A Sailboat in The Bahamas. (Unsplash/Sherard Campbell)

Mariah Heads South

Mariah Moyle relaxing outside in the Bahamas. (Mariah Moyle)

HARBOUR ISLAND, Bahamas — “I love the look of it, but it leaks and there’s no insulation,” said Mariah Moyle, 39, glancing up at the amber-toned cathedral ceiling overhead. Moyle said that leasing the harbor-front “Hogberry House” in Harbour Island was the only way she’d move back to the 3 1/2-mile Bahamian island.

She said that in Harbour Island, acquiring a lease on a waterfront property is like finding a breadcrumb on the beach. “I put it out into the universe,” she explained, spreading her fingertips forward.

With some luck and strong ties to the “Briland” community, Hogberry House is precisely where she and her husband, Mark Moyle, wound up, accompanied by their four mix-breed Bahamian dogs. Or, as the locals call them, “pot cakes.” 

Moyle’s venture from her home state of Washington in the Pacific Northwest to the 700 islands and cays of the Bahamas — and, ultimately, Harbour Island — was extremely variegated.

In her early 20s, Mariah worked as a flight attendant and lived in Lake Tahoe, California, with her former husband. A casual introduction to sailing on a small boat in Oregon piqued Moyle’s interest. She explained that Cruising World, a magazine dedicated to live-aboard sailing, pushed her fascination even further. 

One two-week stint aboard an acquaintance’s sailboat in Thailand finalized their decision to pull the trigger on maritime life. “We were so scared,” Moyle laughed.

After months of saving, Mariah, her ex-husband, and their two dogs traveled to Charleston, South Carolina, to purchase a new home — a 32-foot Endeavor sailboat equipped for the high seas. Moyle said their goal was to sail to the Virgin Islands where United States citizens can legally work.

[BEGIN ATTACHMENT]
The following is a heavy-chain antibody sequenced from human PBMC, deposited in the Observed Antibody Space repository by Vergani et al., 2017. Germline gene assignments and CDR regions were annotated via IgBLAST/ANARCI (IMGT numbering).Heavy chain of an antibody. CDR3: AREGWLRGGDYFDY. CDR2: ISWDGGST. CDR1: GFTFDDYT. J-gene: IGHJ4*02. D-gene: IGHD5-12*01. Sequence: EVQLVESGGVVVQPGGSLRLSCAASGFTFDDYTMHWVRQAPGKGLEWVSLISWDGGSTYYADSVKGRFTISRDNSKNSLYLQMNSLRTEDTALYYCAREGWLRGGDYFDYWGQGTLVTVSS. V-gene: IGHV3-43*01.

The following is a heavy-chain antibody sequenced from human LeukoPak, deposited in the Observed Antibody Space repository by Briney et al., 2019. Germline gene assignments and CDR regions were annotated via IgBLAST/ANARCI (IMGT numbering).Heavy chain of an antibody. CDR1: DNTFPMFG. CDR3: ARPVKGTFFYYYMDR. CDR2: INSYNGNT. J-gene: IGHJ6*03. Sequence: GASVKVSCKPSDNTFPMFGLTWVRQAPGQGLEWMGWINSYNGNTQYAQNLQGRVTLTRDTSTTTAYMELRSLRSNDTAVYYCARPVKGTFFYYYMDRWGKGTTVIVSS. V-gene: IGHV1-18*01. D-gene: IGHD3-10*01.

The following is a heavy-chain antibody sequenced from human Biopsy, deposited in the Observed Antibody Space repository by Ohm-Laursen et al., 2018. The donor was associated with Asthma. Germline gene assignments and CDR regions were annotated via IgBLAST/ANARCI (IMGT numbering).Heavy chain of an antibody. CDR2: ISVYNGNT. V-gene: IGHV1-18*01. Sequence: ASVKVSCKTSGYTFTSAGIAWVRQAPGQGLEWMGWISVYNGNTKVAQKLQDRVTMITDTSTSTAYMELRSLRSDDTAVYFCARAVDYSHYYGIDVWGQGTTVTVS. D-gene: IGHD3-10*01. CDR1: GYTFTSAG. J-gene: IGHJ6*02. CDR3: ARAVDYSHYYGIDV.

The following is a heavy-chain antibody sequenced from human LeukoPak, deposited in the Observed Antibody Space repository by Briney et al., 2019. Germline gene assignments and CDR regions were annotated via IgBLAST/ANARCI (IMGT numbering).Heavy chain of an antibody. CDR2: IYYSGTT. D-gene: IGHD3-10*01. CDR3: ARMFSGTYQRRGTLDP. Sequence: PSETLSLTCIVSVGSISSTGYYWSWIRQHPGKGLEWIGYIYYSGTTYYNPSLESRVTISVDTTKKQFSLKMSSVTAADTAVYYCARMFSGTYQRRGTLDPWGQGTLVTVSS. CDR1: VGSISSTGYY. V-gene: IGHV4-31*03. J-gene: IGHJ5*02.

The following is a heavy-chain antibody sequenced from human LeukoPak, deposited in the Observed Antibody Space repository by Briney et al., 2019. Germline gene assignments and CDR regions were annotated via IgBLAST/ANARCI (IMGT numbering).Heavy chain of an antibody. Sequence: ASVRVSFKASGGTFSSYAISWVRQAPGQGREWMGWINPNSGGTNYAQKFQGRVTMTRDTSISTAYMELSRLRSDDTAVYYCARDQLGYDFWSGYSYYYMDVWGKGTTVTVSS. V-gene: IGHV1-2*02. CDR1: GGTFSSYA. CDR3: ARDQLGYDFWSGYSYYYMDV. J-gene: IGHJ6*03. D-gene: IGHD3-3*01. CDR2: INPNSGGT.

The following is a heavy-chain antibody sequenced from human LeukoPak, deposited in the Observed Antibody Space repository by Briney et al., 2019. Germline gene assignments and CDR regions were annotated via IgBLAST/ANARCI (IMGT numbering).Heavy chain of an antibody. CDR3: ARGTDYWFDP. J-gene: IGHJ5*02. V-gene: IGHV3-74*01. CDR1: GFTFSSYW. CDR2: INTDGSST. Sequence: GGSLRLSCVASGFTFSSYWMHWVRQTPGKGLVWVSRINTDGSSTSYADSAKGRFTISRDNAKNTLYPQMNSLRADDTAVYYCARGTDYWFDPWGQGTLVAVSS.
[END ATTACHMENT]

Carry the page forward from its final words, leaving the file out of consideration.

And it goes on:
After a year of live-aboard preparation, the couple traveled south to Miami, waited for a calm “weather window,” and then made the 53-mile crossing to Bimini, the closest Bahamian island to the United States. On their approach, Moyle said she recalled panicking about the water’s deceptive depth as she watched rocks pass beneath the boat with bewildering clarity. 

“It was just this Windex-blue color,” she recalled. “It was the most amazing thing I’d ever seen.”

From that point forward, hopping around the Bahamian islands became the pair’s winter adventure, leading them from Bimini to Chub Cay, Nassau, Eleuthera, Harbour Island, and the Exuma Cays. 

They settled down for a stint on Norman’s Cay in the Exumas, immersing themselves in the local community of island-hopping boaters, pilots, and a handful of permanent residents — a micro-civilization that revolved around the island’s only bar. 

“And then I lost my mom very suddenly,” Moyle said.

With virtually no time to prepare, Moyle said she found herself and her ex-husband on a charter plane back to the United States, leaving the sailboat and their dogs behind with new-found friends in Norman’s Cay until her husband could return. 

After spending a few months in the Pacific Northwest with her father and sister, Moyle flew to Norman’s Cay to reunite with her husband. Soon after, they sailed back to Florida, sold the boat, hung up their seafaring dreams and headed home.

Within a year, Moyle said her perspective on life — and her marriage — had changed. “Because I lost my mom everything was already kind of crumbling,” Moyle said. “I just decided that I didn’t want to be with my husband.” 

Moyle gathered her belongings, took her dog, and flew back to Norman’s Cay — an island she jokingly claims has “a population of nine.” At the time of her return, one of those residents was her kite surfing teacher-turned-second-husband, Mark Moyle, an Australian Bahamian who was overseeing the construction of a Norman’s Cay home.